“Have you ever seen a seed fly?”
The boy turned to look into the eyes of his teacher, the wizard, to see the purple pools of the universe swirling questions and thoughts forever.
“A seed? Fly?” He grinned, facing her now and placing his hands on his hips, thinking of the seeds of flowers or apples.
Each year he’d helped sow the fields of grain and expand the orchards of fruits that supply their village with food each harvest. He’d seen the seeds drop through his fingers, plummeting to their bed in the earth.
None had flown.
“A seed can’t fly! Not ever!” He continued to grin, meeting her amused face with one of his own. She raised her eyebrows and cocked her head, purple pools of the universe twinkling with millions of yet-thought thoughts and wonders. Pushing back a soft, silver curl to sit behind her ear, the wizard rose. As she stepped quickly towards the door, the greens and violets in her cloak rippled until he thought he saw rainbows flash. But, as he blinked again, the rainbows were gone and his teacher was opening the door to their library and study. She turned back to face him, beckoning him to follow.
He stared at her blankly. Did this mean it was actually possible?
“What? You mean you don’t want to see? Come, let's go look.”
The boy was hasty to follow, trotting behind his master like a young pup. He wondered what incredible seeds she would show him. For a seed to fly, it must belong to some wondrous plant of anti-gravity, or a plant that held the secrets of the wind and skies and never stopped floating, no matter how little breeze there was. Being taught by a wizard, you learned to expect such wonders.
But, it wasn’t at some never-before-seen flower that she stopped. Nothing see-through or golden or wrapped in air. Shortly into the garden, the wizard stopped in front of a large tree. Its trunk was thick and stoic and its branches stuck out in all directions, providing excellent cover, balance, and space. He’d seen this tree often and, yes, always thought it a magnificent tree. But, how could it have seeds that flew?
It was just a normal tree.
His question was obvious on his face when he turned to stare into the agelessly peaceful face of his teacher, and he saw further amusement crinkle the corners of her eyes and the tips of her mouth.
“Here,” She began, stooping to pick a pair of brown seeds from the ground beneath the tree. She handed him the pair and he looked at them. The pair were stuck together at their centre, almost looking like wings. Strange, had he noticed wing-shaped seeds before? She continued, “when you throw them in the air, the pair work together like wings. They spin against the air, and the air pushes up at them. Somehow, it makes them fly. Even for a moment. Try it.”
The boy looked confused, not sure what she meant. Patient, the wizard stooped to pick up another pair of wing-like seeds. When he asked why she was picking them from the floor and not plucking them from the tree, she told him that trees dropped fruits and seeds when they were ready. To pluck them before it was time, would both be rude to the tree and mean the fruit or the seed wasn’t fully ready. To take it from the floor was the correct way. Then, she raised her arm quickly and tossed the seed into the air above their heads.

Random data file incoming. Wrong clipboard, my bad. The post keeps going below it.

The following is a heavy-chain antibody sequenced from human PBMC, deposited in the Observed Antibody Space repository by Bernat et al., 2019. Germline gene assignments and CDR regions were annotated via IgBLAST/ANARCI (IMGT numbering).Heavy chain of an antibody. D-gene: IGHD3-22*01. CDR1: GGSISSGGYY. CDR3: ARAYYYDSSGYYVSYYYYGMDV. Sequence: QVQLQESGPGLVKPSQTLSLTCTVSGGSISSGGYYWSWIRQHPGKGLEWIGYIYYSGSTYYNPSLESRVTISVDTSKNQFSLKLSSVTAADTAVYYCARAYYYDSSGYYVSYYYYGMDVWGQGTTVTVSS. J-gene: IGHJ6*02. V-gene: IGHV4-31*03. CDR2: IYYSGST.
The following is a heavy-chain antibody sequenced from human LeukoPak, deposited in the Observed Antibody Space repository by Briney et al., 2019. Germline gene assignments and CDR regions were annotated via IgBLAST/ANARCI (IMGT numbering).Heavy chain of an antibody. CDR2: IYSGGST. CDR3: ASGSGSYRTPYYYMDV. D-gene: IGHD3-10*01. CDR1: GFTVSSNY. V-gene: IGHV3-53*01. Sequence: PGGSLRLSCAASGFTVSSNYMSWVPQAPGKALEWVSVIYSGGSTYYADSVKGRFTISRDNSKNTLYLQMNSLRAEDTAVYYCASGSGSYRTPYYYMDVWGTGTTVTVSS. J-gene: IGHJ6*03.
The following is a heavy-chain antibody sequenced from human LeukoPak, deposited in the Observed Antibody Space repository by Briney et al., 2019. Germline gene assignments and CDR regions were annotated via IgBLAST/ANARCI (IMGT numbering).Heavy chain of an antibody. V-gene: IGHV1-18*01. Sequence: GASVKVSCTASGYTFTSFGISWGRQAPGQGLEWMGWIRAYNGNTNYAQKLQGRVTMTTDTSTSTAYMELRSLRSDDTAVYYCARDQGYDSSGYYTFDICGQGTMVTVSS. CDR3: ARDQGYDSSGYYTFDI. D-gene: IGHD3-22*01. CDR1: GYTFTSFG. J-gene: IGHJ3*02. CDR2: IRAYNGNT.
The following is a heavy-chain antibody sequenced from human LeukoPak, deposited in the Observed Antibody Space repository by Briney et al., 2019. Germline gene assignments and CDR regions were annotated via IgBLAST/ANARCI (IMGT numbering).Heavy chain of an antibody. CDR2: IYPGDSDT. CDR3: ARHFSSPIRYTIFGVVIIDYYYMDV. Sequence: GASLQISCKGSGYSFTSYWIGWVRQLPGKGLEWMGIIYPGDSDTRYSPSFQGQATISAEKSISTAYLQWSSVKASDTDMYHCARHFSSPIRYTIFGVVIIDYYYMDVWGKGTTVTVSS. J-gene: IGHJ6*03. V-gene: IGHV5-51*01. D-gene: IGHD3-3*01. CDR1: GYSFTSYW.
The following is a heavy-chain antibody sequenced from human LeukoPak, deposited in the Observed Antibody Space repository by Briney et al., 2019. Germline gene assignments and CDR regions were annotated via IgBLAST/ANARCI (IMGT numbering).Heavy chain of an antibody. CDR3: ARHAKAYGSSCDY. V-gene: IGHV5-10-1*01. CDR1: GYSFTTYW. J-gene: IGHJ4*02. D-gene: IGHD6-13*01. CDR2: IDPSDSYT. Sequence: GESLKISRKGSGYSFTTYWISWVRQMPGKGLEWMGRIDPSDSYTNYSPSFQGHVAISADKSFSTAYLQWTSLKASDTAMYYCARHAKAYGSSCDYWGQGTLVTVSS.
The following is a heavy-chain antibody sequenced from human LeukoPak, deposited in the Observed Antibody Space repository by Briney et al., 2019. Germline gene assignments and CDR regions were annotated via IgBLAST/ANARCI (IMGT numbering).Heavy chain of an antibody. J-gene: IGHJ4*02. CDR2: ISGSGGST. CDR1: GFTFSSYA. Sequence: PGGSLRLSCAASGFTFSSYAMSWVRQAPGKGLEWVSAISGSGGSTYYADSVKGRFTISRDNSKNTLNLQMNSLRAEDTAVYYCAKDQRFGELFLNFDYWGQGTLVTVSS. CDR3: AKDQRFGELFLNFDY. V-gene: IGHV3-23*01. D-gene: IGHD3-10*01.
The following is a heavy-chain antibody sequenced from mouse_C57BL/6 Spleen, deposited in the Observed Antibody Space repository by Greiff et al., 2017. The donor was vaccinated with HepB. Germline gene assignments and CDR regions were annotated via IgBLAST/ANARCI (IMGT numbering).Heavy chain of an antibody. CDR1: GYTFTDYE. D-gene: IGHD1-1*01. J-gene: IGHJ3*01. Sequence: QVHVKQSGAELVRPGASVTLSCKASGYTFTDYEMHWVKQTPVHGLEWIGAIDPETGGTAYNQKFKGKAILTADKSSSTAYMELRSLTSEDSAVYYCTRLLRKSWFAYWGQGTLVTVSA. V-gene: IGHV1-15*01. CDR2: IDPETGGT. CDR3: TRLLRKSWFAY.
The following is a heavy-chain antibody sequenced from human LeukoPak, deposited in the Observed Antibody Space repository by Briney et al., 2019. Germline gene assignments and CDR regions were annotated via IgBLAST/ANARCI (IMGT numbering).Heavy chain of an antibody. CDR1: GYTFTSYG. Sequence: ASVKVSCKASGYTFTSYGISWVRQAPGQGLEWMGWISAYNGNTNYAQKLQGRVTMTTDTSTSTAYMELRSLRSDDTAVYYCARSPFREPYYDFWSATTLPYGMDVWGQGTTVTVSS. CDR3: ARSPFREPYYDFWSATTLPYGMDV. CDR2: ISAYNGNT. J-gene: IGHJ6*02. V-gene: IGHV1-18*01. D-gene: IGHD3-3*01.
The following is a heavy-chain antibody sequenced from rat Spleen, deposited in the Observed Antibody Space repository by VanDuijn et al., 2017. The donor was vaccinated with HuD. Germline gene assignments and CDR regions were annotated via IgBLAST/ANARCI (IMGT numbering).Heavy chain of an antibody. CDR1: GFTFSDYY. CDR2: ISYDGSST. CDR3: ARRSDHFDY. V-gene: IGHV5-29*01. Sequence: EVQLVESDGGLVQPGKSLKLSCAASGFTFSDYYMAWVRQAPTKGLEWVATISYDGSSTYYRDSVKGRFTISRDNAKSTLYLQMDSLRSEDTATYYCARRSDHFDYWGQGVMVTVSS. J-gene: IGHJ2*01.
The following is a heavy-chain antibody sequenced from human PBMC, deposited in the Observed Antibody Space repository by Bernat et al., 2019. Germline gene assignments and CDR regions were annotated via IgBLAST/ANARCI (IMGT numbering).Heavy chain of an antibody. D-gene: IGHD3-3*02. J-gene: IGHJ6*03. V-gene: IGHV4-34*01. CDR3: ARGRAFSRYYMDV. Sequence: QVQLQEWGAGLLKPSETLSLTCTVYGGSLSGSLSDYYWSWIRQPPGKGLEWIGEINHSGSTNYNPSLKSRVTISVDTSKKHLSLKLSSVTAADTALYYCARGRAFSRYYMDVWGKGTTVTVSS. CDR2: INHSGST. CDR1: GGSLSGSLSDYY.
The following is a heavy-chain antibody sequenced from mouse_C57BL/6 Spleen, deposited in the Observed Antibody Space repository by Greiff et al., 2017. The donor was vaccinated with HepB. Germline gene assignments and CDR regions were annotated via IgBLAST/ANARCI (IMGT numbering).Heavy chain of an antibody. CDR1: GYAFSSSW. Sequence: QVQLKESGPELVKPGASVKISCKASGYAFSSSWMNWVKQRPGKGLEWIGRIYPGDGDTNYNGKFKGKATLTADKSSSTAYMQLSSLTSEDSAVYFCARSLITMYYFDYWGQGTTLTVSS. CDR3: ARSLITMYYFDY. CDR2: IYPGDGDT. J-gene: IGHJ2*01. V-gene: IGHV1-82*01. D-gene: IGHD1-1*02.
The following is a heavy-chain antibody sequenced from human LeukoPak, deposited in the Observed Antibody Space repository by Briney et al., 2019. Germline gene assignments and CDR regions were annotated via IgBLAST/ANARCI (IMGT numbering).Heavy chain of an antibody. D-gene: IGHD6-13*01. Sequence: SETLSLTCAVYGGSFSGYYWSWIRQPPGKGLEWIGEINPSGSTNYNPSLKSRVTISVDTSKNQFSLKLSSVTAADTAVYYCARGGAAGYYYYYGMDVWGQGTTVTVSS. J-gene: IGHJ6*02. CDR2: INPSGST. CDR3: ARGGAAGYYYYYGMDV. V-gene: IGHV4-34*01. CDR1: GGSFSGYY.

The boy looked up in awe.
Sure enough, the seed spun on the air, gently flying as it dropped through the sky and back onto the ground. He looked from the fallen seed to his own and then into the pools of purple universe in his teacher’s eyes. Then, a smile spread on his face once more, he tossed his seed up into the air and watched as it, too, spun. He followed it with eager eyes as it drifted on the breeze, spinning until it reached its place on the earth.
“Can I do another?” He asked with uncertainty, eyes raised pleadingly to his teacher. She laughed kindly.
“Of course. As many as you wish, if you take them from the ground.”
Thrice more the boy threw seeds into the air and eagerly watched the paired seeds spin their wing-like shape and glide on the wind to the ground. Each time, elation filled his face more and more. The wizard smiled.
“Why don’t they fly upwards?” The boy asked.
“If the wings could spin faster, they would fly upwards. But, as they fly, they slowly lose energy. So they drop through the air. If you could give the seeds more energy and make them spin faster, then they could fly.”
The boy nodded to himself and crouched for another pair of winged seeds. “How do you give seeds energy?”
The wizard laughed again, tossing her head back and short, light silver curls tumbling over her shoulders. “That, I am yet to discover. But, wouldn’t you like to discover it with me?” The boy nodded eagerly and the wizard smiled down at him. “The job of a wizard is to look for these things and look beyond them. Study hard and you can discover so much of the world.”
The boy clutched the seed gently in his hand and nodded up to her.
“And the tree, teacher, what is its name?”
The wizard looked up at the tree and showed him to recognise the leaves and the seeds and how they hang in pairs at certain times of the year. “It’s a sycamore tree. But, sometimes children in another world call the seeds ‘helicopters’.”
Follow the boy through his lessons of wonder and magic with his teacher, the sorceress. What will the boy learn next, and what great adventures will they go on when he's ready to face the magical world beyond the village? See more in The Sorceress and her Apprentice series.